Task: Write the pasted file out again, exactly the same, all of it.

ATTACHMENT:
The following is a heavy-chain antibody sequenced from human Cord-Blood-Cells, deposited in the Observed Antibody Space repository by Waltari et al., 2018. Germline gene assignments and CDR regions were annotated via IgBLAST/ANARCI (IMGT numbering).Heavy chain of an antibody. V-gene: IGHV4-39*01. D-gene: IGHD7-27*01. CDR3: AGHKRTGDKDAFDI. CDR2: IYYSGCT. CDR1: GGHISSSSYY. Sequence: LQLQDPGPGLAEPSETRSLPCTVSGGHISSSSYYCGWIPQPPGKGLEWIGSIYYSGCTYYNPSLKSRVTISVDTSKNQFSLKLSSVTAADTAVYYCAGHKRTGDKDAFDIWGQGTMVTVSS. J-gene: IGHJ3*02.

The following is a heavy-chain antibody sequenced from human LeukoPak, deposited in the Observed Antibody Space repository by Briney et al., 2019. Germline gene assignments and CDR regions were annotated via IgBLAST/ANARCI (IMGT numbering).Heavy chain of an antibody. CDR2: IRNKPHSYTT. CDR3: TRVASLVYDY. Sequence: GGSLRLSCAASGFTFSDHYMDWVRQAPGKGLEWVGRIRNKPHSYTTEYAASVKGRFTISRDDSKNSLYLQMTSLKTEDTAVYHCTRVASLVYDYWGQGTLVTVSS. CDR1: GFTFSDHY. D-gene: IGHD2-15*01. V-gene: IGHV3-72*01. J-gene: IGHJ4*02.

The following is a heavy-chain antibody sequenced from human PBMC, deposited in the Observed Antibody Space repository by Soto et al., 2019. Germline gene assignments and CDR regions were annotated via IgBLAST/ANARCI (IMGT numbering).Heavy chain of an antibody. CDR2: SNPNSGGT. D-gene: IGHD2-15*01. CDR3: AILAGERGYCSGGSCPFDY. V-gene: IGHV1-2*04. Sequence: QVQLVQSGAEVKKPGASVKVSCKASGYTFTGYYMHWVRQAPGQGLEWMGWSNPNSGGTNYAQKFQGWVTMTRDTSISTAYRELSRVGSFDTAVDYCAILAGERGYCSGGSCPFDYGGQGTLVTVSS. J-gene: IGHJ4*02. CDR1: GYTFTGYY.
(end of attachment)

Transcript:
The following is a heavy-chain antibody sequenced from human Cord-Blood-Cells, deposited in the Observed Antibody Space repository by Waltari et al., 2018. Germline gene assignments and CDR regions were annotated via IgBLAST/ANARCI (IMGT numbering).Heavy chain of an antibody. V-gene: IGHV4-39*01. D-gene: IGHD7-27*01. CDR3: AGHKRTGDKDAFDI. CDR2: IYYSGCT. CDR1: GGHISSSSYY. Sequence: LQLQDPGPGLAEPSETRSLPCTVSGGHISSSSYYCGWIPQPPGKGLEWIGSIYYSGCTYYNPSLKSRVTISVDTSKNQFSLKLSSVTAADTAVYYCAGHKRTGDKDAFDIWGQGTMVTVSS. J-gene: IGHJ3*02.

The following is a heavy-chain antibody sequenced from human LeukoPak, deposited in the Observed Antibody Space repository by Briney et al., 2019. Germline gene assignments and CDR regions were annotated via IgBLAST/ANARCI (IMGT numbering).Heavy chain of an antibody. CDR2: IRNKPHSYTT. CDR3: TRVASLVYDY. Sequence: GGSLRLSCAASGFTFSDHYMDWVRQAPGKGLEWVGRIRNKPHSYTTEYAASVKGRFTISRDDSKNSLYLQMTSLKTEDTAVYHCTRVASLVYDYWGQGTLVTVSS. CDR1: GFTFSDHY. D-gene: IGHD2-15*01. V-gene: IGHV3-72*01. J-gene: IGHJ4*02.

The following is a heavy-chain antibody sequenced from human PBMC, deposited in the Observed Antibody Space repository by Soto et al., 2019. Germline gene assignments and CDR regions were annotated via IgBLAST/ANARCI (IMGT numbering).Heavy chain of an antibody. CDR2: SNPNSGGT. D-gene: IGHD2-15*01. CDR3: AILAGERGYCSGGSCPFDY. V-gene: IGHV1-2*04. Sequence: QVQLVQSGAEVKKPGASVKVSCKASGYTFTGYYMHWVRQAPGQGLEWMGWSNPNSGGTNYAQKFQGWVTMTRDTSISTAYRELSRVGSFDTAVDYCAILAGERGYCSGGSCPFDYGGQGTLVTVSS. J-gene: IGHJ4*02. CDR1: GYTFTGYY.